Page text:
Following housing controversy, UH has largest number of residents move onto campus
Days after a mandatory freshmen-housing proposal was shot down by UH alumnus and state senator John Whitmire, 700 volunteers, also called “Cougar Movers,” helped move in 7,000 residents for the fall semester, marking the largest move-in effort in campus history.
“We recruit student organizations as well as individuals who are proud Cougars with a heart for volunteering,” said Cougar Crew Member Madison Richards. “(They) provide a positive experience for all students moving onto campus, showing the University cares and what it means to be a Houston Cougar.”
This is the second year the UH Housing and Residential Life Department has used the Cougar Movers to help incoming freshmen get into their new homes smoothly. The program was started last year when the department took notice of the chaos that resulted from the dramatic rise in students living on campus.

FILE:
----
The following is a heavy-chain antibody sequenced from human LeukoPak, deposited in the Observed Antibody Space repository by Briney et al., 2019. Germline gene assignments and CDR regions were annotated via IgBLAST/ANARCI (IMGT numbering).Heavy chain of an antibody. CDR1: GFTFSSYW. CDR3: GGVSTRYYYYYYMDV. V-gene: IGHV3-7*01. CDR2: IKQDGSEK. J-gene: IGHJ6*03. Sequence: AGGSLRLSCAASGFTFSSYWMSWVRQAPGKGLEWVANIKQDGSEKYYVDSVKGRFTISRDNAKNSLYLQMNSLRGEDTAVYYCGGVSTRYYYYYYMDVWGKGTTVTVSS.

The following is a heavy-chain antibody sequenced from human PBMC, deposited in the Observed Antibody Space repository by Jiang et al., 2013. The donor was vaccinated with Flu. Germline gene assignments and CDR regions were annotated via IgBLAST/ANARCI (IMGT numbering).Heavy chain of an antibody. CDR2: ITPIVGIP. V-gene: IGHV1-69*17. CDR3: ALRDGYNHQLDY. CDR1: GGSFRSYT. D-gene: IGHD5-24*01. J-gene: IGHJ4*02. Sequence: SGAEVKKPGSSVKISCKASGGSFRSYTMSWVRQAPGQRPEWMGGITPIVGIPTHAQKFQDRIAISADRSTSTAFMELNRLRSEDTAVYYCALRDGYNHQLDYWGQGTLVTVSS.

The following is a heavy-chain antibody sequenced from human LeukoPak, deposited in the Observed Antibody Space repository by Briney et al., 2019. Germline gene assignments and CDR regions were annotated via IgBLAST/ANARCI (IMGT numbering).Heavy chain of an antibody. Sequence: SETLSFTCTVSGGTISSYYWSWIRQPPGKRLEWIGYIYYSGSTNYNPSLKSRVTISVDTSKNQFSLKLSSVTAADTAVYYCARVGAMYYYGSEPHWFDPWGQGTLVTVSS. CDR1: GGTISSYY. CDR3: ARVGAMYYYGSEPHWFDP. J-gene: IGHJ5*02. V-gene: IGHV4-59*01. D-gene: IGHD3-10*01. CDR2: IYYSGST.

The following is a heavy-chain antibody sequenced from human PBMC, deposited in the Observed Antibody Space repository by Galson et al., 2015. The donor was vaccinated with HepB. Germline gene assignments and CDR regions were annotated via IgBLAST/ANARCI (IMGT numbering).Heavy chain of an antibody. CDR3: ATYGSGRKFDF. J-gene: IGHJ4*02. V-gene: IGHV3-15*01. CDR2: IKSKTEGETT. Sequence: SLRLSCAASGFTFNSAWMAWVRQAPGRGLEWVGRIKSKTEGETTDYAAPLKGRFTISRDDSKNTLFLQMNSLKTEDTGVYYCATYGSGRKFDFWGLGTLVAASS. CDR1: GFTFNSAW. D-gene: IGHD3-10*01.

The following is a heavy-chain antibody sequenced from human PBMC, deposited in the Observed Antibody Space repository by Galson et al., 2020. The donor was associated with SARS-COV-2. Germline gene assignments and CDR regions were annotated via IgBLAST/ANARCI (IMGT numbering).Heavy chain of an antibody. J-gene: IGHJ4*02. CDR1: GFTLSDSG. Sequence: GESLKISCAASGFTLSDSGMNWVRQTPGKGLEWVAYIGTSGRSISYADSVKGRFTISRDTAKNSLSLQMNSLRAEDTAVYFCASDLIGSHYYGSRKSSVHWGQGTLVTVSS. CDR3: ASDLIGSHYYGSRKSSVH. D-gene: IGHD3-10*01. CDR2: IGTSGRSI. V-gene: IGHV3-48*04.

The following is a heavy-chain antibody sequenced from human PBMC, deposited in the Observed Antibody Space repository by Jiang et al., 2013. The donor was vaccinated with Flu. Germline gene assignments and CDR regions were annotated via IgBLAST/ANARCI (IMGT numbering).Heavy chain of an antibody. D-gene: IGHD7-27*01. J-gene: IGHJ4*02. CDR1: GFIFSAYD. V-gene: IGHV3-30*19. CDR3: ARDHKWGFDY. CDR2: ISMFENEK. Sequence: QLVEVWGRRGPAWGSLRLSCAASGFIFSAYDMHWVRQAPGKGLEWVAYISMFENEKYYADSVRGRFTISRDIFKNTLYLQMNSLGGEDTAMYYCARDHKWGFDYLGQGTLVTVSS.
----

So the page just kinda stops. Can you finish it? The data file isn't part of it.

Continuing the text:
“It’s just great seeing their reaction to seeing us,” said student volunteer Daniel Osinloye. “A lot people were not expecting us to be out there helping them. We take everything up for them and unload … (and) make it as easy for them as we can.”
The 7,000 new student residents this fall come on the heels of Whitmire’s claim that UH will never be a destination school. UH has increased on-campus living facilities radically since President and Chancellor Renu Khator was appointed in 2008. Thanks to the three new dorms built — Cougar Villages 1 and 2 and the Calhoun Lofts, along with the reconstruction of Cougar Place — UH now offers the second most number of beds in Texas for on-campus living.